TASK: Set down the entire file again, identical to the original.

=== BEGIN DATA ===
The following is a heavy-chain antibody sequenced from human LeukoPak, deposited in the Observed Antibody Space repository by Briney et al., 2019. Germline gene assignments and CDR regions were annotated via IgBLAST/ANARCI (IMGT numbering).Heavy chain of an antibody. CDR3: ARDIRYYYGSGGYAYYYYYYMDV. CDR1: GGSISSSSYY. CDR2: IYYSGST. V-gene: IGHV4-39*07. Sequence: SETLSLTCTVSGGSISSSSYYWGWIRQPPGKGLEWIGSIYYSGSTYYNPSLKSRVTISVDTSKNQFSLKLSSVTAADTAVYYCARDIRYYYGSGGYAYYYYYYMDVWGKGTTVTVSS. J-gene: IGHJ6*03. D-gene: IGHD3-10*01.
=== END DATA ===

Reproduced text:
The following is a heavy-chain antibody sequenced from human LeukoPak, deposited in the Observed Antibody Space repository by Briney et al., 2019. Germline gene assignments and CDR regions were annotated via IgBLAST/ANARCI (IMGT numbering).Heavy chain of an antibody. CDR3: ARDIRYYYGSGGYAYYYYYYMDV. CDR1: GGSISSSSYY. CDR2: IYYSGST. V-gene: IGHV4-39*07. Sequence: SETLSLTCTVSGGSISSSSYYWGWIRQPPGKGLEWIGSIYYSGSTYYNPSLKSRVTISVDTSKNQFSLKLSSVTAADTAVYYCARDIRYYYGSGGYAYYYYYYMDVWGKGTTVTVSS. J-gene: IGHJ6*03. D-gene: IGHD3-10*01.